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MINERVA UROLOGICA E NEFROLOGICA
A Journal on Nephrology and Urology
Indexed/Abstracted in: EMBASE, PubMed/MEDLINE, Science Citation Index Expanded (SciSearch), Scopus
Impact Factor 0,536
Minerva Urologica e Nefrologica 2003 March;55(1):1-11
The problem of late allograft loss in kidney transplantation
Cardarelli F., Saidman S., Theruvath T., Tolkoff-Rubin N., Cosimi A. B., Pascual M.
Renal and Transplantation Units Massachusetts General Hospital Harvard Medical School, Boston, Massachusetts, USA
Transplantation Center Centre Hospitalier Universitaire Vaudois Lausanne, Switzerland
The 2 principal factors implicated in late kidney allograft failure are chronic rejection (also called chronic allograft nephropathy) and death of the patient with a functioning graft (mainly from cardiovascular causes). Despite lifelong immunosuppression of the recipient, immunological responses remain the leading factor in the pathogenesis of chronic rejection and both cellular and humoral immune mechanisms have been shown to play important roles.
In this review, we highlight the relevance of humoral mechanisms of rejection to the pathogenesis of late allograft loss. Non immunological factors, such as donor organ quality, initial ischemic injury, calcineurin inhibitor (CNI) toxicity, hypertension, and hyperlipidemia, also contribute to progressive chronic allograft injury, but will not be reviewed in detail here.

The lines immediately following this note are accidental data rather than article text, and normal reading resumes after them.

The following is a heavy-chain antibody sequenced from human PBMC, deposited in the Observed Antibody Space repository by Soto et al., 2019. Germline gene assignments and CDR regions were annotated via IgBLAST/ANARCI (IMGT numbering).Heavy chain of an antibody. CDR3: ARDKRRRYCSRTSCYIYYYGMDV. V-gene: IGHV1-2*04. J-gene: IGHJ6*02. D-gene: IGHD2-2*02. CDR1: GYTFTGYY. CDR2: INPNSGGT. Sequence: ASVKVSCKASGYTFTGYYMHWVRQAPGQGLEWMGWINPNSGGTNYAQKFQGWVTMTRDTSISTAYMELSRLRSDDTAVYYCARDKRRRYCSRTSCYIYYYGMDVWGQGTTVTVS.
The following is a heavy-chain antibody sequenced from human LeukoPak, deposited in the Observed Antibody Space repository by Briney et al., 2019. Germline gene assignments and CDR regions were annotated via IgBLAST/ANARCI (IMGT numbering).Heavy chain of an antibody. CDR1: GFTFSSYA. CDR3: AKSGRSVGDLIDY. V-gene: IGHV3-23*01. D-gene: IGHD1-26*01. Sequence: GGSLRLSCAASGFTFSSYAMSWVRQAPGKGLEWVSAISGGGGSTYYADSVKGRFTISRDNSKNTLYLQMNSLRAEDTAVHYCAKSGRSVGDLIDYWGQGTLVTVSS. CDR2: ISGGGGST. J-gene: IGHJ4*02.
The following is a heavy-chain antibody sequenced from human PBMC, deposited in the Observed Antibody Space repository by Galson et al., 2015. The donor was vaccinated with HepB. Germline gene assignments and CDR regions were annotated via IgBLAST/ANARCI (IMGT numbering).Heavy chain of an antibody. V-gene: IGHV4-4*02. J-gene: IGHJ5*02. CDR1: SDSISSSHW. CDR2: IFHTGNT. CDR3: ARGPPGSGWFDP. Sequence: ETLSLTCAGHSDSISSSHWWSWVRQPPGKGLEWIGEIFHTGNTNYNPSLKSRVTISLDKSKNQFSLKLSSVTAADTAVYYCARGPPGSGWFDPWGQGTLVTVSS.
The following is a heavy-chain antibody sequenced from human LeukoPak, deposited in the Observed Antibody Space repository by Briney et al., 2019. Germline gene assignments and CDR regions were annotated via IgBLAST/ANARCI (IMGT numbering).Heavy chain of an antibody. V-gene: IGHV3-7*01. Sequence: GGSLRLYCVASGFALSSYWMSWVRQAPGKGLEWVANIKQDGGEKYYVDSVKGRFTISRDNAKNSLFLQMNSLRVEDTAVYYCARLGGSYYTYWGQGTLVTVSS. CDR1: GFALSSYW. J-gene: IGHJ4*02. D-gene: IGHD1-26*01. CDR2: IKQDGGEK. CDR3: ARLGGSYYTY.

Possible strategies to stabilize or improve allograft function in patients with already established “chronic rejection/chronic allograft nephropathy” (CR/CAN) are the addition of mycophenolate mofetil (or sirolimus) with or without a reduction of cyclosporine dosage, or conversion from cyclosporine to tacrolimus. However, prospective randomized clinical trials are needed to test the efficacy of these strategies. A major current challenge for transplant physicians is to develop regimens that prevent CR/CAN, since, once established, the process typically progresses inexorably to renal allograft loss in most recipients. Evidence is now accumulating that new immunosuppressive regimens must control not only T cell but also B cell responses (i.e. limit antidonor antibody production) in order to prevent CR/CAN and improve long-term allograft survival.